Newcomers to Schumann's piano trios may feel a bit blindsided by the five-star raves, since this long-neglected music has been under a cloud for a century and a half. Schumann's musical gifts declined tragically and severely as his mental state deteriorated. There is still no adequate diagnosis for why he ended his life as an inmate in an asylum, but signs of imbalance, leading to a suicide attempt, were probably present at an early date. Given the manic state in which Schumann could produce scores in a matter of days or weeks, perhaps he was bipolar. The connection between his genius and his disturbed psyche doesn't need to intrude here - it's a very complex question - but prior generations had no doubt that certain scores, including these three piano trios, showed a drastic falling off.
In what way? The melodies are no longer memorable, the themes often seeming banal; the development sections wander aimlessly; harmonic transitions are arbitrary; no real structure can be discerned as the various instrumental lines falter, sag, and meander. These flaws appeared almost in a straight line after 1850; critics complained that Schumann's music, always rhapsodic and unencumbered by strict sonata form, now showed signs of a troubling shapelessness. The reason for the prospective buyer to know this background is that nothing on this 2-CD set is unalloyed genius - far from it.
Recently the tide has turned in the composer's favor. The first opening probably came when noted violinists like Gidon Kremer began to play the Violin Cto., which had been suppressed by the composer's estate (they went so far as to seek a legal injunction against its performance). The baton was then passed to Martha Argerich, who has recorded a dozen obscure chamber works for EMI, largely drawn from live concerts at her summer festival in Lugano. I applaud the efforts of great musicians to open our ears to music that was scorned and dismissed.
This set, which just received a stone rave from the NY Times, is the latest front in the crusade. Schumann composed the first two piano trios in quick succession in 1847, and without a doubt they contain some beautiful music. Listening to the opening of the Piano Trio no. 1 in D minor Op. 63, you'd assume that this music equals the triumph of his two best and best-known chamber works, the Piano Quartet and Piano Quintet, both dating from one of Schumann's glory years, 1842. But like the other two trios, the first is an inconsistent work, with a sprawling, unfocused first movement and a startlingly banal, repetitive second movement. Although it's been said that the early piano trios were modeled on Mendelssohn's, the opening to Piano Trio no. 2 in F Op. 80 feels more like Beethoven to me, falling in line with Schumann's modeling of his string quartets on Beethoven. The second piano trio has a lovely slow movement and a strangely appealing Scherzo that walks with a limp. The finale feels pointless and disorganized, however.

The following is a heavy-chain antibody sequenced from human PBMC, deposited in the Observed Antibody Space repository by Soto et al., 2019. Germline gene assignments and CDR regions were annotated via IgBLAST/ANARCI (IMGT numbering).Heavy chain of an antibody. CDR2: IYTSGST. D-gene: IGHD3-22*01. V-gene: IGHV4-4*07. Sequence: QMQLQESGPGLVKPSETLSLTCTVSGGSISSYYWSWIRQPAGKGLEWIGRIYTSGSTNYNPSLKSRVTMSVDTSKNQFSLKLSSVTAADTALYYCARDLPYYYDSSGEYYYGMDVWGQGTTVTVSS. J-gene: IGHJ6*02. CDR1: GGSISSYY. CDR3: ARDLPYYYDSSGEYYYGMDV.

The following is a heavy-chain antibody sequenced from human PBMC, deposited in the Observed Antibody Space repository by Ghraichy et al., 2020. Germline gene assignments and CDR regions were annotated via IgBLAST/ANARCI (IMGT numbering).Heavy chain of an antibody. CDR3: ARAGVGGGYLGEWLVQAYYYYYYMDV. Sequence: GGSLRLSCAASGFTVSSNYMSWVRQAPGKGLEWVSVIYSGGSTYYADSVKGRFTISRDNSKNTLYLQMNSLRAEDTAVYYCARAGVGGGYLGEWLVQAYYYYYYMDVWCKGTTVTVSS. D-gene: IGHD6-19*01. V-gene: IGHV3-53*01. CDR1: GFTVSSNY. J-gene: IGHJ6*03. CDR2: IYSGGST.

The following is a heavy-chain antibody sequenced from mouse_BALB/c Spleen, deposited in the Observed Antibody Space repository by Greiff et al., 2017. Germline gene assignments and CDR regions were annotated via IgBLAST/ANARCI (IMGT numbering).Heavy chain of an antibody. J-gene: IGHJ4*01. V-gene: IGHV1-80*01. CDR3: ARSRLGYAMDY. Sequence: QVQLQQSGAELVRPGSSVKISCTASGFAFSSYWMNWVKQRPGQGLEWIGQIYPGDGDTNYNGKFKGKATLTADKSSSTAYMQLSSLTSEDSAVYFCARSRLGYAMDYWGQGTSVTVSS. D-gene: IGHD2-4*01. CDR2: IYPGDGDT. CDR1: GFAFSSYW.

The Times's reviewer tried to argue against the wandering diffuseness of late Schumann by pointing out moments of counterpoint in the piano trios, as if academic touches amount to inspiration. The real defense of this music lies in turning its weaknesses into strengths, that is, by accenting the spontaneous and unexpected gestures it makes. Between them, pianist Leif Ove Andsness and the Tetzlaff siblings on violin and cello are very good at this defense. There's a lilt and ease about their phrasing that brings light into some very obscure corners. If you are attuned to Schumann's more impenetrable piano works, like the highly polyphonic Six Studies in Canonic Form - some of the most gnomic music written in the Romantic period - these trios may speak to you, however meandering and strange they become. The six Studies are played here in a transcription for piano trio that isn't by Schumann's hand.
The Piano Trio no. 3 in G minor carries the late opus number of Op. 110 and dates from 1851, well into Schumann's mental disturbance. Some of his late music fascinates people the way De Kooning's paintings do after he fell victim to Alzheimer's. Squiggles and childish doodling got interpreted as a struggle in the being of a romantic artist striving to remain intact. Schumann's third piano trio consists of striking gestures and snatches of melody that never amount to a coherent score, but the gestures have a kind of broken poignancy. On the surface there's no there there. Whether sincerely or not, reviewers have gushed over this new recording as if the dust has been blown off a series of masterpieces. I agree with the first part but not the latter.
Having heard the whole range of music that Schumann composed as he deteriorated, I come away with some moments of pleasure but many more of sadness and regret.